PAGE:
>  where t1.subject = t2.subject = t3.subject = t4.subject = t5.subject
>    and  t1.predicate = rdf:type and t1.object = owl:Axiom
>    and  t2.predicate = rdf:subject
>    and t3.predicate = rdf:predicate
>    and t4.predicate = rdf:object
>    and t5.predicate = rdfs:comment
> It is a join (self join) problem, no matter how you implement it. You
> can create indexes to speed up. But the complexity is still there,
> especially when you have many annotations (reifications) in the graph.

5) Peter's response to 4)

> How is it different?  OWL restrictions require several triples that
> share a subject.  Annotated single-triple axioms require several triples
> that share a subject.  These seem to me to require the same processing.
> Yes recognizing annotated single-triple axioms can be done this way
> (after removing the part about the comment triple).
> There are also other ways that can be considerably more efficient.  Just
> using per-predicate tables can provide a considerable advantage.  (There
> was a VLDB paper on this.)  Building a special-purpose data structure
> for reifications can also be quite effective.  
> However, as you say, there is the inherent notion of a very simple form
> of join in building reifications.  Note that one of the triples has both
> its predicate and object being a constant and thus forms a very
> efficient guard for the join.  The cost of doing this join is thus quite
> low even when using a single triple table, provided that the triple
> table is indexed on subjects (which is indicated for many other
> reasons).  I expect that any decent DB implementation should be able to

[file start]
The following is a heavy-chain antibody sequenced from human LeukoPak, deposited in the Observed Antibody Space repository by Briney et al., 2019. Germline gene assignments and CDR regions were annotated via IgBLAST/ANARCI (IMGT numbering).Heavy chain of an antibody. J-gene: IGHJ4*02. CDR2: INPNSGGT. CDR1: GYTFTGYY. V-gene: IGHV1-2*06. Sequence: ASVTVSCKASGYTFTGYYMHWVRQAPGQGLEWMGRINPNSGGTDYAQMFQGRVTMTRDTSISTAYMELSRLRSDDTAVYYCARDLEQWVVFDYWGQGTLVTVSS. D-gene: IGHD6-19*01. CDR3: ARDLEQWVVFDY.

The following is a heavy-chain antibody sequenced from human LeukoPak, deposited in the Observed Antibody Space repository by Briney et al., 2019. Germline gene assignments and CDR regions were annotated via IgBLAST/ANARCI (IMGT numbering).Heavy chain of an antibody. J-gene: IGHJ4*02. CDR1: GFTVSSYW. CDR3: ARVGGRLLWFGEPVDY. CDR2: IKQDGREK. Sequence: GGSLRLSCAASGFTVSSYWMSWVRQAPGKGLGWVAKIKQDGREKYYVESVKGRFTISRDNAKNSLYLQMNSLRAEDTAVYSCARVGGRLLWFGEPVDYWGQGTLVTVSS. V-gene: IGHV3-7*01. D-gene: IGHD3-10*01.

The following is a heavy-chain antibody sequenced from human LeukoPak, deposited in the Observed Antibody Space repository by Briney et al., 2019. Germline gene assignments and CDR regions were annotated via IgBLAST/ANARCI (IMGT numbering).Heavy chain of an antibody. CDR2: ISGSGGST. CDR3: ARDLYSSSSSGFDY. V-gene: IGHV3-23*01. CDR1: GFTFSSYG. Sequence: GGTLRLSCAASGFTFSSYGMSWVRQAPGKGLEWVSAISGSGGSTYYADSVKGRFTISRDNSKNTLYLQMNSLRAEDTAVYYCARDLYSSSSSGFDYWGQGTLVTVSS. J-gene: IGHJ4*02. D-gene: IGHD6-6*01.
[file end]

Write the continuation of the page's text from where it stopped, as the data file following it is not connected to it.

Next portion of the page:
> optimize the query to first do this selection.
> If you are concerned with the cost of processing large OWL ontologies,
> then why not switch to the XML syntax, which does not have these
> inherent inefficiencies?

6) My response to 5)

> You are right, there are OWL structures that require multiple rdf triples to represent. 
> It requires processing.
> That is a bit unfortunate. However, not having the original axiom triple makes 
> things worse (requires more processing), right?
> Plus, we don't truly expect many OWL restrictions even in a big ontology. However, 
> annotations can happen at a much larger scale.
> I read that paper before. It is very interesting. Per predicate has its limitation. 
> For example, if you happen to have many predicates, then you end up with many tables 
> which itself is a problem. Now, if user is asking 
> for (<:Mary> ?p ?o)
> kind of query to find out all information about Mary, the query implementation gets tricky.
> Yes building a special-purpose structure for reifications could help. However, you have 
> to *identify those reifications first* and then put them into those structures, right? 
> The identification itself is 
> very costly if you have *many* annotated axioms.
> Again, if there is only a few reifications. No big deal. If there are tons of reifications, 
> index won't help much because the selectivity is low (too many
> matching rows even after predicate is applied). Just think about the case that 30% of the axioms 
> in a big ontology are annotated.

7) Boris's response to 6) is the solution I put in the original email.


Received on Wednesday, 11 June 2008 16:31:00 UTC